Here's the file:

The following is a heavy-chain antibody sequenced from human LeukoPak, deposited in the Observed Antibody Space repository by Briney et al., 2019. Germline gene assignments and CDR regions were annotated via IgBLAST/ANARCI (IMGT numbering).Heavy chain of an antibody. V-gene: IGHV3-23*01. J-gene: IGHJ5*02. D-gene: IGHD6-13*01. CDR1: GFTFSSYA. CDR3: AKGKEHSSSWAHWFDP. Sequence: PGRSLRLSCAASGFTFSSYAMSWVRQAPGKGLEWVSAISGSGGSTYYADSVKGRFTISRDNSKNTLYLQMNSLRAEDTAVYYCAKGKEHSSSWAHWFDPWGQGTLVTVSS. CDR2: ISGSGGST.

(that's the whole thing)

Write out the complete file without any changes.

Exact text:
The following is a heavy-chain antibody sequenced from human LeukoPak, deposited in the Observed Antibody Space repository by Briney et al., 2019. Germline gene assignments and CDR regions were annotated via IgBLAST/ANARCI (IMGT numbering).Heavy chain of an antibody. V-gene: IGHV3-23*01. J-gene: IGHJ5*02. D-gene: IGHD6-13*01. CDR1: GFTFSSYA. CDR3: AKGKEHSSSWAHWFDP. Sequence: PGRSLRLSCAASGFTFSSYAMSWVRQAPGKGLEWVSAISGSGGSTYYADSVKGRFTISRDNSKNTLYLQMNSLRAEDTAVYYCAKGKEHSSSWAHWFDPWGQGTLVTVSS. CDR2: ISGSGGST.